A company responsible for Russian government-backed media in the United States has registered as a foreign agent, the Justice Department announced Monday.

The registration brands RT America’s broadcasts as the product of a foreign government. The move follows months of wrangling between RT, formerly known a Russia Today, and the Justice Department. Federal officials overlooked the media outlet’s Kremlin ties in recent years, in part to avoid retaliation against American media in Russia, but that changed after U.S. intelligence agencies identified RT as an important player in the 2016 election interference.

"Americans have a right to know who is acting in the United States to influence the U.S. government or public on behalf of foreign principals,” acting Assistant Attorney General Dan Boente said Monday.

The corporation that submitted the Foreign Agent Registration Act filings is called T&R Productions. That firm “has operated studios for RT, hired and paid all U.S.-based RT employees, and produced English-language programming for RT,” according to the DOJ.

RT officials said they acquiesced to DOJ’s registration demand rather than fight a legal battle; the editor-in-chief denounced the mandate as an infringement on the outlet’s freedom of speech. “This demand is discriminative, it runs counter to the principles of democracy and the freedom of speech,” editor-in-chief Margarita Simonyan said Friday.

The Justice Department emphasized that RT remains free to publish anything it wants.

“[Federal law] does not inhibit freedom of expression, does not restrict the content of information disseminated, does not restrict an agent’s lobbying or publication of information or advocacy and applies neutrally to all foreign countries,” the DOJ noted. “It requires public disclosure of certain activities and relationships through registration by ‘agents of foreign principals’ with the Justice Department. FARA does not limit publishing of materials or viewpoints; it requires only registration, labeling of informational materials and broadcasts, and recordkeeping.”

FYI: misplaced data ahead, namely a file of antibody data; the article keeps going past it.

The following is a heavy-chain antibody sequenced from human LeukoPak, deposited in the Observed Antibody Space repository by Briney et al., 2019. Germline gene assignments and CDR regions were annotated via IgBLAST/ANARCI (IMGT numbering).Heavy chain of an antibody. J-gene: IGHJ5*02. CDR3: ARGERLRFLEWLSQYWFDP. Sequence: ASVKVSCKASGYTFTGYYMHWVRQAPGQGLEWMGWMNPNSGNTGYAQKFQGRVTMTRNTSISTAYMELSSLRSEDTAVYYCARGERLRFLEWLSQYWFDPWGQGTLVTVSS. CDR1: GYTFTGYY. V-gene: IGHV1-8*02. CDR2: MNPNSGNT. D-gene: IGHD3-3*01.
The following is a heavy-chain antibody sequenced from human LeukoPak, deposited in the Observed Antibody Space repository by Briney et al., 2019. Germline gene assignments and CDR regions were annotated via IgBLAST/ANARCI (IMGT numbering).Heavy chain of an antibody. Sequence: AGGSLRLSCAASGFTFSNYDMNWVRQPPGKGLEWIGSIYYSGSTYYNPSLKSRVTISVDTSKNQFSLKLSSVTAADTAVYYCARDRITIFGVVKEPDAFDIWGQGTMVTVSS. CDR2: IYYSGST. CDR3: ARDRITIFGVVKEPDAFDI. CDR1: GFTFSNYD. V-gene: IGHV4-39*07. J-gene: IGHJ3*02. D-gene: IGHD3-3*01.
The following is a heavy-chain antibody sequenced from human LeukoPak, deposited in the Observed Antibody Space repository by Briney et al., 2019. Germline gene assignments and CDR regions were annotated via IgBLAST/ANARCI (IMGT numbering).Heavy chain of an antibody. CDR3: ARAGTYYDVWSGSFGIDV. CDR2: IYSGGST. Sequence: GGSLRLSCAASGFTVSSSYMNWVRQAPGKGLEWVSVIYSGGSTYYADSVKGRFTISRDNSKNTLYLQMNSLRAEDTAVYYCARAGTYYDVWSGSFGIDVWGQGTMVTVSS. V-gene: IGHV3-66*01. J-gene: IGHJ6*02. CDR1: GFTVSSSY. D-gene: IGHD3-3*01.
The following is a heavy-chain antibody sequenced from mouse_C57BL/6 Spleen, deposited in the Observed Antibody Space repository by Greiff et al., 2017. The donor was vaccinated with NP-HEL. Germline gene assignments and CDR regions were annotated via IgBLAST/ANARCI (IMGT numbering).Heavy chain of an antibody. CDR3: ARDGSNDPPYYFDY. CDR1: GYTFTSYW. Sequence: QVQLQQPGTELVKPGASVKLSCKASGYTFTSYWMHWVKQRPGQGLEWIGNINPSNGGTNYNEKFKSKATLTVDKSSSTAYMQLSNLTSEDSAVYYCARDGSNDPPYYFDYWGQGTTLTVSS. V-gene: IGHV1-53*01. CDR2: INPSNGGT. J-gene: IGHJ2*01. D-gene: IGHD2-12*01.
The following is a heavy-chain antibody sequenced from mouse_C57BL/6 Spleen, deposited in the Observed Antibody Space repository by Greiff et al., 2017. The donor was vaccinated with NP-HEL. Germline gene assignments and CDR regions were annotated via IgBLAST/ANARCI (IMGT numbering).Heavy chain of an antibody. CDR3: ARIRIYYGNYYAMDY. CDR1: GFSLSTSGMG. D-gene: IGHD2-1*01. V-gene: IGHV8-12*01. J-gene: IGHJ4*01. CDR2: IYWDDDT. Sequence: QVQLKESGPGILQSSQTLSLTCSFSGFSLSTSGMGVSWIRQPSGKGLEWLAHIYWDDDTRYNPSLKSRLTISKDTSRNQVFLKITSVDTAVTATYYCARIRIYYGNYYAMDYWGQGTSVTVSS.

Russian officials have hinted at drafting legislation that would allow the government to retaliate with a crackdown on western media. "We as representatives of the Foreign Ministry also said more than once that with the ongoing attempts of pressing the Russian media, perhaps, we shall have to make certain changes to our legislative and regulative bases in order to have opportunities of mirror response to the US pressure against our media," deputy foreign minister Sergey Ryabkov said in October.

Those requirements don’t mirror U.S. law, according to the State Department. Russia’s foreign agent law has been interpreted to apply to organizations that receive even minimal funding from any foreign sources, government or private, and engage in political activity, defined so broadly as it covers nearly all civic advocacy.

“Russia’s foreign agent law has been interpreted to apply to organizations that receive even minimal funding from any foreign sources, government or private, and engage in political activity, defined so broadly as it covers nearly all civic advocacy,” spokeswoman Heather Nauert said in October. “When the United States tells someone to register under a foreign agent requirement, we don’t impact or affect the ability of them to report news and information. We just have them register. It’s as simple as that. Russia handles things very differently.”